So this is South By Southwest Festival. From entering the city’s limits, driving past the few remnants of Austin’s Mexican history, you can wonder quite what all the fuss is about. Grabbing your pass is simple enough, save for the bothersome passport photo that gleams from your chest constantly after. Then as afternoon descends into evening, the festival finally takes shape.

In fact, imagine Edinburgh Festival with the street entertainment intact only every venue bleeds out a din of stray bass reverbs and tinny snares. With venues within stumbling distance of each other and 6th Street as the main throughway, all you need is a decent pair of trainers. Those streets are few but pleasingly filled with revellers eager for new sounds and new contacts. There lies the other fundamental aspect of SXSW which defines it from the rest, the connectivity. Interaction is key and you only need to look down to notice the business cards lining the streets like confetti. Yet the one card that really matters dangles from necks as contact details can be taken via a scan of the passes’ barcode using a smartphone. It is alarmingly simple and can even be done without the new social networking victim noticing.

Despite the temperatures hitting the early 20s, the festival is also at the forefront of facial fuzz. Perhaps I missed the memo but the boys appear to have started the refined tramp look aficionado society with beards of all shapes and sizes on display. Though adding contacts and trimming may be down on many an agenda today; walk the streets and the event reveals itself as St Patrick’s Day. Green is the colour and woe betide anyone who forgot, including your trusty scribe. Not that punishment ensues, the experience is akin to arriving at a fancy dress party without a costume with near enough every bar advertising the day’s frivolities yet there are few freebies to be had. Apart from at Friends, where the evening was dedicated to all things Eire from The Coronas to General Fiasco, there wasn’t exactly a plethora of Irish acts to see either.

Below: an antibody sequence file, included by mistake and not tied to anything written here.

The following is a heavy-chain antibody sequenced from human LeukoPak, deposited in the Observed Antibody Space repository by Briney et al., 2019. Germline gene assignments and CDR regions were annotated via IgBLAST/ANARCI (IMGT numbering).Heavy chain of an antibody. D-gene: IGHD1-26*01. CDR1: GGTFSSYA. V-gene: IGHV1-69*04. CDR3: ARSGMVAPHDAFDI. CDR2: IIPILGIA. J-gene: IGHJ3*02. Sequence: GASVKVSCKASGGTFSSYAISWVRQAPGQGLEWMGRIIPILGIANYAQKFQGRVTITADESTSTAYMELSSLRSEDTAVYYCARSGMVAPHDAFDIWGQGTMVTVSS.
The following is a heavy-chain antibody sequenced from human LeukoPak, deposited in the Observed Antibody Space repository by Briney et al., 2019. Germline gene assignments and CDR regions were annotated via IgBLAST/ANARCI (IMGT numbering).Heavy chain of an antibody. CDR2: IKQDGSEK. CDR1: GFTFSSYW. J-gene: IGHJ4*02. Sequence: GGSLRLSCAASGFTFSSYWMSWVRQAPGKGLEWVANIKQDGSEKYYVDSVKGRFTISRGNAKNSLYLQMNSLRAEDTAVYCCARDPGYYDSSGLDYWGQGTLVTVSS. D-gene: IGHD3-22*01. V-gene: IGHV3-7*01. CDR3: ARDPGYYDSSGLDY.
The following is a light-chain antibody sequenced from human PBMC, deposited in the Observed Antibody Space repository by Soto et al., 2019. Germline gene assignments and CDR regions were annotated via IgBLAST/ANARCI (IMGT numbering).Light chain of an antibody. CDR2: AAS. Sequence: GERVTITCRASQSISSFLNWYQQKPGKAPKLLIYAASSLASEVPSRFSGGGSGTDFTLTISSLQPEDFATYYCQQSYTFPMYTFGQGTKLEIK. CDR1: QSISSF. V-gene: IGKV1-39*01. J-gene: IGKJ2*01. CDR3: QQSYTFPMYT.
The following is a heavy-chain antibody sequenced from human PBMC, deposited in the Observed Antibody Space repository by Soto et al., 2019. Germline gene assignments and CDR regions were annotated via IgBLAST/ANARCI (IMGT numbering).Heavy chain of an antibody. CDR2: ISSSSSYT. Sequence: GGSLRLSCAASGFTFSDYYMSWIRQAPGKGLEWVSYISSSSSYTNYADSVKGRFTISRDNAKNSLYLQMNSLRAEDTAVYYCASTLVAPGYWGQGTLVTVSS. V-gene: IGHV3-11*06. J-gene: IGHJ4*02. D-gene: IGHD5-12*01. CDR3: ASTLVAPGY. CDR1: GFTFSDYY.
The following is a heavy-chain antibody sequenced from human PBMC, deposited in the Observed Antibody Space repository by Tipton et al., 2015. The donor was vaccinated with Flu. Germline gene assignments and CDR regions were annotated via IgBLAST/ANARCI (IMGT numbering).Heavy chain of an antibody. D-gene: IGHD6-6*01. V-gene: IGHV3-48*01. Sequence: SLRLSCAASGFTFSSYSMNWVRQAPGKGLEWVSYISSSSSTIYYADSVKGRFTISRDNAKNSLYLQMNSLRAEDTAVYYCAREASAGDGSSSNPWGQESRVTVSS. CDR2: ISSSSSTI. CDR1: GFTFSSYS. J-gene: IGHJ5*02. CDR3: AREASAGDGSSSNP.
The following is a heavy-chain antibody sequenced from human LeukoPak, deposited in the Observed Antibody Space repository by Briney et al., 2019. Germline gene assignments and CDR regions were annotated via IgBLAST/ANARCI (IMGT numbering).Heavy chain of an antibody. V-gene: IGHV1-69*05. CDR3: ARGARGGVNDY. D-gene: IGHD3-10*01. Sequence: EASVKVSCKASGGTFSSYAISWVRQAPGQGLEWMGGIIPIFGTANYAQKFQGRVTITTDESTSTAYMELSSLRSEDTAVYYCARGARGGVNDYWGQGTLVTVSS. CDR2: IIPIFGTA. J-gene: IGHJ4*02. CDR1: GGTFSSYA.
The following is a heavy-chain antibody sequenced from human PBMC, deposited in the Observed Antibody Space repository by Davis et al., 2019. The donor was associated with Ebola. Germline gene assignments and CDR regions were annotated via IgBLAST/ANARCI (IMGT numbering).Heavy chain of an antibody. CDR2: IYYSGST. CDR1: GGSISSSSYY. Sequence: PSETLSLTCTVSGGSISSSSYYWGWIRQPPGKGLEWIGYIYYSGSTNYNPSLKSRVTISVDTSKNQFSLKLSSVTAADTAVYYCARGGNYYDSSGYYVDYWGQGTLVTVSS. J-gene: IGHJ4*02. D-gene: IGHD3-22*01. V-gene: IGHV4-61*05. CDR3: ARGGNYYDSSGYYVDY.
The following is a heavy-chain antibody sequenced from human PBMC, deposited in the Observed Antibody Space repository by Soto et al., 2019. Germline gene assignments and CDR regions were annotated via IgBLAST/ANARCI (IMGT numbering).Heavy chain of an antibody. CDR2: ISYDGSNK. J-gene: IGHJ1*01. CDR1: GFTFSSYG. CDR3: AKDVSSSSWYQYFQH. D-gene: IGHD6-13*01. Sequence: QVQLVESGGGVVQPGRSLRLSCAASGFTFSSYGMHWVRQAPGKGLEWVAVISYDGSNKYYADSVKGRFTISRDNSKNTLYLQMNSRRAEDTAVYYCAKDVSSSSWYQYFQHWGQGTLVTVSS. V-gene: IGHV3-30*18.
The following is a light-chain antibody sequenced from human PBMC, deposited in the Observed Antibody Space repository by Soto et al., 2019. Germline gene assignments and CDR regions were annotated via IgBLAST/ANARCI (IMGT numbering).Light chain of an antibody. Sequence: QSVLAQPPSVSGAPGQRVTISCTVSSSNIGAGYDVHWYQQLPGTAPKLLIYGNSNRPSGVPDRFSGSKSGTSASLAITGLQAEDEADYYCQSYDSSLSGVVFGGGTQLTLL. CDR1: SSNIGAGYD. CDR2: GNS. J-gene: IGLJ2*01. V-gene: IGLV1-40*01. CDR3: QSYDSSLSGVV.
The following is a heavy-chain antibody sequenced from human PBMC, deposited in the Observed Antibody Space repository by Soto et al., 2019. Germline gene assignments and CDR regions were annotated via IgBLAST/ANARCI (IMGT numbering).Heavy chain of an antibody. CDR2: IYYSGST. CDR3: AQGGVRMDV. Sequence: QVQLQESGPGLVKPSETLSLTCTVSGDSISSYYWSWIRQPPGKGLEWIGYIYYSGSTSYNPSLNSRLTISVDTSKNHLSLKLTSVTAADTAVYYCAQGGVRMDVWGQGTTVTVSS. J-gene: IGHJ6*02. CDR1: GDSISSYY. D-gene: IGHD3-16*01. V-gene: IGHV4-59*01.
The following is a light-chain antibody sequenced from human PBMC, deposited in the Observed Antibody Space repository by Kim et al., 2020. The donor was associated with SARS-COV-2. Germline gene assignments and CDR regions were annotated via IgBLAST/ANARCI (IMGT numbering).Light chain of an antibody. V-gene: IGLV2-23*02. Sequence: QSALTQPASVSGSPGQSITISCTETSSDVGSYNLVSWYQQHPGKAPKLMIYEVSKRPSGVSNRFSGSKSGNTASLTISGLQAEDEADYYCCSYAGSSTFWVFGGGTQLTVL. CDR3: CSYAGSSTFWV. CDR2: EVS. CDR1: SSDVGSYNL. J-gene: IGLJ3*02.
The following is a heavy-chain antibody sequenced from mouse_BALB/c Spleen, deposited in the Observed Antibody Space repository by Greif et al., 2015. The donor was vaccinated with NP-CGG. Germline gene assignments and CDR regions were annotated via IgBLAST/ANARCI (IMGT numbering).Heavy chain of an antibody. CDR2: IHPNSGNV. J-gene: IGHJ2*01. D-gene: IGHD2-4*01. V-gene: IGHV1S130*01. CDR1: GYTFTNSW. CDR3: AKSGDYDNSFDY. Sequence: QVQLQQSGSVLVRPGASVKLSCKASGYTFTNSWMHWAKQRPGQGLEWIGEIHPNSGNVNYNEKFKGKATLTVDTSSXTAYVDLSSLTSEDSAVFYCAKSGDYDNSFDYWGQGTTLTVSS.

Even at Latitude 30. This particular bar is headquarters for the British Music Embassy and the South London-based Chew Lips excel in Trans-Atlantic relations with the sort of minimal dance-pop that is surely making waves across The Atlantic. For a mere trio, the sound was nigh on battering yet aesthetically the group are onto a winner with frontgirl Tigs demanding attention with her yearning vocals and irresistible moves.

From there on it remains best to let the night carry you away, in this case a series of backstreet bars and dubiously coloured beverages. Away from the green giddiness, musical delights can be discovered off the beaten track, better known as 6th Street. The Ale House to be precise and Polly Mackey and The Pleasure Principle delivering an impressive set into the early hours. Theirs is a discernible, epic sound fronted by Mackey hidden behind a swathe of dark brown hair and conspicuous by a hearty, full blooded vocal delivery. Whilst the tracks themselves glean of a thoughtful, dramatic touch it’s Mackey herself who mainly took the plaudits.

For those with sense, it is best to retire to bed; there remains three more days of action.